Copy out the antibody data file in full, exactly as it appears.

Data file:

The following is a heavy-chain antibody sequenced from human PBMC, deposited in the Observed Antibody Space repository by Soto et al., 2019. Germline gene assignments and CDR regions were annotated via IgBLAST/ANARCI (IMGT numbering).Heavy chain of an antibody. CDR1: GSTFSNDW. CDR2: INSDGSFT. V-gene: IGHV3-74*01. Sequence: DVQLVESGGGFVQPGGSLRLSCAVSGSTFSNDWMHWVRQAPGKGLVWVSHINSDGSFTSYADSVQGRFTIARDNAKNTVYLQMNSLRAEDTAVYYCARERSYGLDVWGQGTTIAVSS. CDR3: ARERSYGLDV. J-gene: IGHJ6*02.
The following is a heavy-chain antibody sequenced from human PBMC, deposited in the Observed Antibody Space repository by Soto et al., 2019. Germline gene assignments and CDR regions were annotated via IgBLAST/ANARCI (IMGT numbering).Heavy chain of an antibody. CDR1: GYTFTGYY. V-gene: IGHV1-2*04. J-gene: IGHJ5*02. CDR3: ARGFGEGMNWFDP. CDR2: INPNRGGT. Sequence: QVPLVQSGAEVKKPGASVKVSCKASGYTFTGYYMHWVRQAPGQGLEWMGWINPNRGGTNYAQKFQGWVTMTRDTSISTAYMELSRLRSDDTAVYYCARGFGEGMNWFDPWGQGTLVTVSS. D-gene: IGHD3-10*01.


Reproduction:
The following is a heavy-chain antibody sequenced from human PBMC, deposited in the Observed Antibody Space repository by Soto et al., 2019. Germline gene assignments and CDR regions were annotated via IgBLAST/ANARCI (IMGT numbering).Heavy chain of an antibody. CDR1: GSTFSNDW. CDR2: INSDGSFT. V-gene: IGHV3-74*01. Sequence: DVQLVESGGGFVQPGGSLRLSCAVSGSTFSNDWMHWVRQAPGKGLVWVSHINSDGSFTSYADSVQGRFTIARDNAKNTVYLQMNSLRAEDTAVYYCARERSYGLDVWGQGTTIAVSS. CDR3: ARERSYGLDV. J-gene: IGHJ6*02.
The following is a heavy-chain antibody sequenced from human PBMC, deposited in the Observed Antibody Space repository by Soto et al., 2019. Germline gene assignments and CDR regions were annotated via IgBLAST/ANARCI (IMGT numbering).Heavy chain of an antibody. CDR1: GYTFTGYY. V-gene: IGHV1-2*04. J-gene: IGHJ5*02. CDR3: ARGFGEGMNWFDP. CDR2: INPNRGGT. Sequence: QVPLVQSGAEVKKPGASVKVSCKASGYTFTGYYMHWVRQAPGQGLEWMGWINPNRGGTNYAQKFQGWVTMTRDTSISTAYMELSRLRSDDTAVYYCARGFGEGMNWFDPWGQGTLVTVSS. D-gene: IGHD3-10*01.